“Artificial intelligence is in a unique position to promote a better customer support experience that also comes at a lower cost,” Crawford said. “Chatbots make customer support processes more efficient and streamlined, allowing more bandwidth for human-provided high-touch assistance when necessary. Using bots in this scenario will enable consumers to get instant answers. The next phase of customer service is proactive — not passive or reactive and brands who want to stay ahead of the competition should take this to heart.”
The Cosmopolitan in Las Vegas launched a chatbot concierge named Rose, with the hope that Rose would convert guests into direct customers. When guests check in, they’re given Rose’s phone number and invited to text her with questions. Rose can help with everything from pizza at 3 a.m. to requests for fresh towels. She also comes loaded with a bunch of restaurant and entertainment recommendations — plus a dose of wit and a sense of humor.
As Travel + Leisure reports, “In addition to providing restaurant and bar recommendations, Rose can also play games with you, such as ‘Kiss Marry Diss,’ ‘Would You Rather’ or ‘Two Truths and a Lie,’ or take you on a tour of the hotel’s art collection.”
Two years later, she’s paying dividends: Rose’s mission was to transition guests into direct customers. Since introducing Rose, 43 percent of Cosmopolitan guests who interact with her and return to the hotel do, in fact, book direct.
Like Rose, but housed in a physical robot, Hilton’s “Connie” is a concierge, with the ability to inform guests about nearby places of interest. Connie “is about as personable as a robot can get, able to provide travelers with as much information as they require,” reports Social Tables. “It can even help to plan excursions.”
But JetBlue founder David Neeleman took things to a whole new level when he recently announced plans to launch an “app-powered airline” that will rely on chatbots to replace human support agents for all but a handful of high-level inquiries.
“The real innovation here is more flexible and powerful processes,” wrote Dave Michels in NoJitter. “Most interactions with airlines are self-inflicted. Moxy will proactively reschedule customers as a result of cancellations. Customers can accept the new schedule within the app without ever speaking to anyone. Clearly, Neeleman intends to rethink the workflow, and that likely means lots of AI and, yes, chatbots.”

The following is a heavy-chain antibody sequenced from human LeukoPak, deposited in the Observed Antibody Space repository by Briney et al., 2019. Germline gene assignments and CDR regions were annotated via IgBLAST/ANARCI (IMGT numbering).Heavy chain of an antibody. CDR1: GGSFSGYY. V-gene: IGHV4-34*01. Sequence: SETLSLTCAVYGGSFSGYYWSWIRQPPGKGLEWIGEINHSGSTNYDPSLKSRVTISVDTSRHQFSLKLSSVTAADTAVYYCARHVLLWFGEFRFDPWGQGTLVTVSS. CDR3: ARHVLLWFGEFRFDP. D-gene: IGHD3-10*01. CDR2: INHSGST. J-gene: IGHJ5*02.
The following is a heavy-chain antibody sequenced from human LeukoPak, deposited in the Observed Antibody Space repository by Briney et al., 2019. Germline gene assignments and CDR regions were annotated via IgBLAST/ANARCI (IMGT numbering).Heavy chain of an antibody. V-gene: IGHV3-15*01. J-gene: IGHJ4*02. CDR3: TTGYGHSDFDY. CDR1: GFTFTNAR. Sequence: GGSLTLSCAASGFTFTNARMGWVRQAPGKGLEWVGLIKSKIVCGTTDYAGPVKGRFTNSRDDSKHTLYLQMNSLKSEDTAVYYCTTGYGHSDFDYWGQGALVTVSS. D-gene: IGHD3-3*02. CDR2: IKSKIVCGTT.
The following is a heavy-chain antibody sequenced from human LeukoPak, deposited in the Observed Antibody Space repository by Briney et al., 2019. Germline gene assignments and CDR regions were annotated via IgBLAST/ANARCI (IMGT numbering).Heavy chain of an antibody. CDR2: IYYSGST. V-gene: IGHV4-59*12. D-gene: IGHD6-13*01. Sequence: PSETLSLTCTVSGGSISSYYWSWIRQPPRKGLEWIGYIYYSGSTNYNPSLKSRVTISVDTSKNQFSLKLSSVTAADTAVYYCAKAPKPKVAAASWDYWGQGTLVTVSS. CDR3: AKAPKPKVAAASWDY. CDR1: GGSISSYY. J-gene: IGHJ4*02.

The Truly Outrageous
Japan’s Henn Na Hotel, which claims to be “the world’s first hotel staffed by robots,” has truly thought “outside the bot,” if you will.
Visitors to the Henn Na Hotel are greeted by a velociraptor and an android but, conspicuously, no humans. Check in happens on a touchscreen and guest rooms are unlocked by face recognition. Inside the room, another robot controls the heating and lighting. If requested, it can also provide a weather forecast or sing. This walks the line between what is practical and useful, and what will lead to the dystopian AI future we all are taught to fear in the movies.
The Guardian’s Monisha Rajesh visited the Henn Na and found that, while the property itself was beautiful and the robots were amusing, the hotel seemed to be more about novelty than creating a better experience for the customer. “Henn-na, said to be the world’s first hotel run by robots, turns out to need a surprising amount of human intervention — except where you would most like it,” she wrote, concluding “Robots may be the future, but for hotel hospitality, you still can’t beat the human touch.”
So as long as brands don’t treat chatbots as the experience itself but instead as a means to improving it — both throughout the booking process and during the stay — chatbots will continue to add massive value for the travel industry.
Source: Hospitality Net